Though the Regency Era would have seen a servant delivering a tray for tea time, it wouldn’t have been quite as easy as simply warming a mug of water in the microwave and dropping in a tea bag like we do today. For Regency Era tea times, there was much more to consider:
– Cost – The practice of drinking tea had been popular in England for well over a century before the Regency Era, but that did not mean that tea was altogether inexpensive. By the late 1700s, both Thomas and Richard Twining had a great impact on the practice of tea drinking, making it more popular with the opening of a tea shop in 1717 and in the effective lobbying of the government to reduce the high import tax on tea in 1784, which made it somewhat more affordable to the masses (namely, the middle class). The cost remained steady however, due largely to the British East India Trading Company’s monopoly on tea imports up until 1834.
– Time of Day/Menu – The definition of “tea time” varied according to the time of day and type of menu items that accompanied the tea itself. Usually served between the hours of 5 and 7pm, the High Tea (also known as the “meat tea”) was identified with the early evening meal. It would have been accompanied by a more substantial hot dish such as shepherd’s pie, baked fish or fish and chips, or other savory dish with baked or broiled root vegetables. While Afternoon Tea (or, “low tea”) did not become the fashion until the early 1840s, it’s still worth mentioning in comparison as the foundation for this tea time was laid during the preceding years.
As a lighter version of the traditional High Tea, the Afternoon Tea would have been served to carry one through to the High Tea or later (and more formal) dinner. It would have been accompanied by lighter fare – a snack of finger foods such as seasonal fruit, scones, crumpets, tea sandwiches (cucumber or smoked salmon, for example), biscuits and an assortment of honey, butters, jams, and lemon curds or custard spreads.
– Etiquette – Distinctions between High and Low Tea are commonly referenced to the height of the table used for tea service (though this is not the only distinction noted from multiple sources). Light Afternoon Tea would have been served outdoors in hospitable weather, either in a garden or at picnic. Indoor tea times would have been served in a less formal setting such as a parlor, study, or salon, and on the low coffee tables often found in these rooms.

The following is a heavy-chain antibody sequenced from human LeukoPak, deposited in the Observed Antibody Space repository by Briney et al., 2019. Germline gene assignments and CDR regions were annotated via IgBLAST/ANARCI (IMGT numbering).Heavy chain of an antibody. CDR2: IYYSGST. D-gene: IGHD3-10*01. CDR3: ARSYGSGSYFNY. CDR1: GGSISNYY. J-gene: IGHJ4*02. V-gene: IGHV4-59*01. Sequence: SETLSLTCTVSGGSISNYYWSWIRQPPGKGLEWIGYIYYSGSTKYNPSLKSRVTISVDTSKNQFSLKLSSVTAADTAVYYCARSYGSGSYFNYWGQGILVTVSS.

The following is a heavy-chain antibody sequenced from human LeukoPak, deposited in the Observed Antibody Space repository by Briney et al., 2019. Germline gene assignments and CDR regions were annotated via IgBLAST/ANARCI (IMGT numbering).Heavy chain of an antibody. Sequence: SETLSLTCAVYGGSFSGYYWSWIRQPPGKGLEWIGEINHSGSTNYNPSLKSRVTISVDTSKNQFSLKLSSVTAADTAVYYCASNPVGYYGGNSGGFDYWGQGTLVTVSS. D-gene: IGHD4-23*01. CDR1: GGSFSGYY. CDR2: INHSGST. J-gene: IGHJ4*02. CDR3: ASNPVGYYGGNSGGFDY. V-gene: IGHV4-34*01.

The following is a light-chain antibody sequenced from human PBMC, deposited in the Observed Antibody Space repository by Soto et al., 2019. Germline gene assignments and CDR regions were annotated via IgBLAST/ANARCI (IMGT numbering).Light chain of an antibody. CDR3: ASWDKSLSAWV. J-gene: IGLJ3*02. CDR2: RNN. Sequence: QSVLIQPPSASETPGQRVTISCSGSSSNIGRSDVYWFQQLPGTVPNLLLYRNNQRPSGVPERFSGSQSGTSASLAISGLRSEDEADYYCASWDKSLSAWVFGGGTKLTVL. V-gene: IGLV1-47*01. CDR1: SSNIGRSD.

– Tea Tidbits – It’s interesting to note that “taking tea” was actually a rather ill-mannered expression at the time. One would have opted for referring to High Tea time rather than the more uncultured phrase. Here’s another tidbit just to make you smile… Though our post is titled to Tea and Tulips, we’re of course referring to the lovely blooms that appear in our window boxes each spring. But in the Regency Era, the word Tulip actually referred to a “fine fellow who dressed quite well”.
There are numerous resources you can turn to for a complete history of tea, though here are a couple of fun links to get you started:
With all the tea talk we’ve had, I’m feeling more relaxed than ever. Between the writing and blogging, tea time that is High or Low, and the service in our parlors or salons, I’m ready for a honey-sweetened cup of Twinings best on my own tea-tray. So what’s my Tea and Tulips moment? It’s in the smiles of my children and the care bestowed by my husband that has this soon-to-be mom of three rejoicing. After all, no matter what flavor of tea or time of day, God’s blessings are always on the menu.
What tea flavors your day?
Share your favorite Tea and Tulips moment with us below…